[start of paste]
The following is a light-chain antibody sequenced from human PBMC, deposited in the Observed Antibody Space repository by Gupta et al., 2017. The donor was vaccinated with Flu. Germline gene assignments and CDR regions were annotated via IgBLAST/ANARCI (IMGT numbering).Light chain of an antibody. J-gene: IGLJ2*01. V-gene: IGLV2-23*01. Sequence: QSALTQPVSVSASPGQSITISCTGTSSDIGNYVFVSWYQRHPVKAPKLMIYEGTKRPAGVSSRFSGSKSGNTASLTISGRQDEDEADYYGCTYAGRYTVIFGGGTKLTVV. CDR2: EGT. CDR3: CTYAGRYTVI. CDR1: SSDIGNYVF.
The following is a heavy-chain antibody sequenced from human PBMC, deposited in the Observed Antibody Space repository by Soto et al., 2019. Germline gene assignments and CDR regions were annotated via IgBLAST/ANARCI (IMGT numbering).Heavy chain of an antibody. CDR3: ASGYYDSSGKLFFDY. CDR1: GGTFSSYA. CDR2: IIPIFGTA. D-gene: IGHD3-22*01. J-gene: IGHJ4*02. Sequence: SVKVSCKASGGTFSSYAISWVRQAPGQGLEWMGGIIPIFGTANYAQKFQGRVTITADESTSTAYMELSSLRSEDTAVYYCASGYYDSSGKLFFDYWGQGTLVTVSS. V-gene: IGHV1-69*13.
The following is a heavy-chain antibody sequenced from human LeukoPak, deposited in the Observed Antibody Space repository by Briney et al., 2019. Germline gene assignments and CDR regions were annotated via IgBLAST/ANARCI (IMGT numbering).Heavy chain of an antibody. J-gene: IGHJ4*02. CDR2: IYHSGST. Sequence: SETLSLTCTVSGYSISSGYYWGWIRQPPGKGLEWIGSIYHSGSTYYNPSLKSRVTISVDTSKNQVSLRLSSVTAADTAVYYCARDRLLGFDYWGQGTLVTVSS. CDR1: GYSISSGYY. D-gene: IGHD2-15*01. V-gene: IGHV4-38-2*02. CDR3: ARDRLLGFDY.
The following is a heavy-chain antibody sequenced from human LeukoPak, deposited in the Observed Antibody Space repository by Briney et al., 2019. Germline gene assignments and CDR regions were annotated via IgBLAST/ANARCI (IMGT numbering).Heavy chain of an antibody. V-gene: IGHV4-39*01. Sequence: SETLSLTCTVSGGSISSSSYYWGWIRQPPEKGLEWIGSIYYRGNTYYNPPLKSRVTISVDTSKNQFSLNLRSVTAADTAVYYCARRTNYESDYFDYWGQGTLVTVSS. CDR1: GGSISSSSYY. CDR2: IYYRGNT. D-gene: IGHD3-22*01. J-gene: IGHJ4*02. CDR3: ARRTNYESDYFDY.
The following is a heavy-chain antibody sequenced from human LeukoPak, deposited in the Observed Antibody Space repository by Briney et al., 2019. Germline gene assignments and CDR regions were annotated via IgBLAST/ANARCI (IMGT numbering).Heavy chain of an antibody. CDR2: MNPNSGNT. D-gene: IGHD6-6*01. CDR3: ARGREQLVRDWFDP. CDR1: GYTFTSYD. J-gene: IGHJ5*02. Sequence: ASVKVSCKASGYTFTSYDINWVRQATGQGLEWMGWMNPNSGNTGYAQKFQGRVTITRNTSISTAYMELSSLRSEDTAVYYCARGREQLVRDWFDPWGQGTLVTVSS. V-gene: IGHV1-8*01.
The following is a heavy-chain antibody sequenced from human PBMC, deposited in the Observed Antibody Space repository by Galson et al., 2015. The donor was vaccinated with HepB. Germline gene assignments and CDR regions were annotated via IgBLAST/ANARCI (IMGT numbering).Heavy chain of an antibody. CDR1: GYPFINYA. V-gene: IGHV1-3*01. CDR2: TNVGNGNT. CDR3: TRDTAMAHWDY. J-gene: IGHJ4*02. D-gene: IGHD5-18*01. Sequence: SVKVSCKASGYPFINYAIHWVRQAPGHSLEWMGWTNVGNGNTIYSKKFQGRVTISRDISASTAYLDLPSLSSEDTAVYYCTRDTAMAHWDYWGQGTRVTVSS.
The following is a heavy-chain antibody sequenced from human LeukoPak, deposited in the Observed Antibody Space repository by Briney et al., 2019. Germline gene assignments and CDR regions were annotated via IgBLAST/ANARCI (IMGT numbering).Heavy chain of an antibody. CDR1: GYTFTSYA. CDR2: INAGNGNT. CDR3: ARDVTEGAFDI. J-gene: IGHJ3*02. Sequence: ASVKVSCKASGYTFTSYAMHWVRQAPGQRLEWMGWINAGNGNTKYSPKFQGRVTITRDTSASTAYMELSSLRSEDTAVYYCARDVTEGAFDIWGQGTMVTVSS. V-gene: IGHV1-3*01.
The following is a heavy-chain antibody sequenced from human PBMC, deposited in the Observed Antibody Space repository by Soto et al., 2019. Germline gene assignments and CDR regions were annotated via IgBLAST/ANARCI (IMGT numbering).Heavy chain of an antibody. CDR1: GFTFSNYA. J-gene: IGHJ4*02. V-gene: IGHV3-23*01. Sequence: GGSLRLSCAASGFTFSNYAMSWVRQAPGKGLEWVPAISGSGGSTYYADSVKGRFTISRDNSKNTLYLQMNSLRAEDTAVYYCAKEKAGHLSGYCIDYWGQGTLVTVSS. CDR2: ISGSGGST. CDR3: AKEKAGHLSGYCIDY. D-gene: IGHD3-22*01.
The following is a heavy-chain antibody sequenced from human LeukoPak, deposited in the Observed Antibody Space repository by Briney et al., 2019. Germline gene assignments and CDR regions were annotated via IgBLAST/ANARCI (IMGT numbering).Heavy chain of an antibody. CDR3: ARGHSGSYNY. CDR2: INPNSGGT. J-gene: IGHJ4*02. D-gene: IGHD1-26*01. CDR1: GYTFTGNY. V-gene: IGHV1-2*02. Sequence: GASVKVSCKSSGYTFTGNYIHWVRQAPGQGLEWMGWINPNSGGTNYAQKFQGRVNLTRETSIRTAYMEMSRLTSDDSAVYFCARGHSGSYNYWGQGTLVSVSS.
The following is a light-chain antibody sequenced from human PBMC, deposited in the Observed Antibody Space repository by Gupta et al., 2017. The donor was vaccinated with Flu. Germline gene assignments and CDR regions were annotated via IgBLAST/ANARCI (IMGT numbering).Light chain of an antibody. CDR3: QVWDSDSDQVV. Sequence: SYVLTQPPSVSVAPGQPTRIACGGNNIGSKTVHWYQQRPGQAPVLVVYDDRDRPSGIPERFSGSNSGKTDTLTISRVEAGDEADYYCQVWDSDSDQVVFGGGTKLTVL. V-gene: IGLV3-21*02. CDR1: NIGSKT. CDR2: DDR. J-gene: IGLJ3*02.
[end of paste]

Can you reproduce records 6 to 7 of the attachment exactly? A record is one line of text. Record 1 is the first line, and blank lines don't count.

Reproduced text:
The following is a heavy-chain antibody sequenced from human PBMC, deposited in the Observed Antibody Space repository by Galson et al., 2015. The donor was vaccinated with HepB. Germline gene assignments and CDR regions were annotated via IgBLAST/ANARCI (IMGT numbering).Heavy chain of an antibody. CDR1: GYPFINYA. V-gene: IGHV1-3*01. CDR2: TNVGNGNT. CDR3: TRDTAMAHWDY. J-gene: IGHJ4*02. D-gene: IGHD5-18*01. Sequence: SVKVSCKASGYPFINYAIHWVRQAPGHSLEWMGWTNVGNGNTIYSKKFQGRVTISRDISASTAYLDLPSLSSEDTAVYYCTRDTAMAHWDYWGQGTRVTVSS.
The following is a heavy-chain antibody sequenced from human LeukoPak, deposited in the Observed Antibody Space repository by Briney et al., 2019. Germline gene assignments and CDR regions were annotated via IgBLAST/ANARCI (IMGT numbering).Heavy chain of an antibody. CDR1: GYTFTSYA. CDR2: INAGNGNT. CDR3: ARDVTEGAFDI. J-gene: IGHJ3*02. Sequence: ASVKVSCKASGYTFTSYAMHWVRQAPGQRLEWMGWINAGNGNTKYSPKFQGRVTITRDTSASTAYMELSSLRSEDTAVYYCARDVTEGAFDIWGQGTMVTVSS. V-gene: IGHV1-3*01.